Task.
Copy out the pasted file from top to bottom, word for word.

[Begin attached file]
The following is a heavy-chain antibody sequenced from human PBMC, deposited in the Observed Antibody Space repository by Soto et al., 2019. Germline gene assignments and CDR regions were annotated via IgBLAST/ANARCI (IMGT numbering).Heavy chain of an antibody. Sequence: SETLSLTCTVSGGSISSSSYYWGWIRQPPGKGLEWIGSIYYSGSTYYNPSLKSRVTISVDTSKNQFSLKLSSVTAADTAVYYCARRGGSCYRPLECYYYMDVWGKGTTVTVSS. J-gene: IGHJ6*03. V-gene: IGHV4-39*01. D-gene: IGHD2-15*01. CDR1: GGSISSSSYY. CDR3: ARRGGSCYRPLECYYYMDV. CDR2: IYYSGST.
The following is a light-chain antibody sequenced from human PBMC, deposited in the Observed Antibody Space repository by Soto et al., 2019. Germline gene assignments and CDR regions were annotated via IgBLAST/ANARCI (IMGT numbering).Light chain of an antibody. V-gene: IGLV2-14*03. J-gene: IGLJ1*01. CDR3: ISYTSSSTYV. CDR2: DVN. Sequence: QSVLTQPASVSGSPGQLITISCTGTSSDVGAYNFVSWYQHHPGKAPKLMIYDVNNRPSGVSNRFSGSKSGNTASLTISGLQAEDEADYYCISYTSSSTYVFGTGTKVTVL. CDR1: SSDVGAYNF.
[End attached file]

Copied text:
The following is a heavy-chain antibody sequenced from human PBMC, deposited in the Observed Antibody Space repository by Soto et al., 2019. Germline gene assignments and CDR regions were annotated via IgBLAST/ANARCI (IMGT numbering).Heavy chain of an antibody. Sequence: SETLSLTCTVSGGSISSSSYYWGWIRQPPGKGLEWIGSIYYSGSTYYNPSLKSRVTISVDTSKNQFSLKLSSVTAADTAVYYCARRGGSCYRPLECYYYMDVWGKGTTVTVSS. J-gene: IGHJ6*03. V-gene: IGHV4-39*01. D-gene: IGHD2-15*01. CDR1: GGSISSSSYY. CDR3: ARRGGSCYRPLECYYYMDV. CDR2: IYYSGST.
The following is a light-chain antibody sequenced from human PBMC, deposited in the Observed Antibody Space repository by Soto et al., 2019. Germline gene assignments and CDR regions were annotated via IgBLAST/ANARCI (IMGT numbering).Light chain of an antibody. V-gene: IGLV2-14*03. J-gene: IGLJ1*01. CDR3: ISYTSSSTYV. CDR2: DVN. Sequence: QSVLTQPASVSGSPGQLITISCTGTSSDVGAYNFVSWYQHHPGKAPKLMIYDVNNRPSGVSNRFSGSKSGNTASLTISGLQAEDEADYYCISYTSSSTYVFGTGTKVTVL. CDR1: SSDVGAYNF.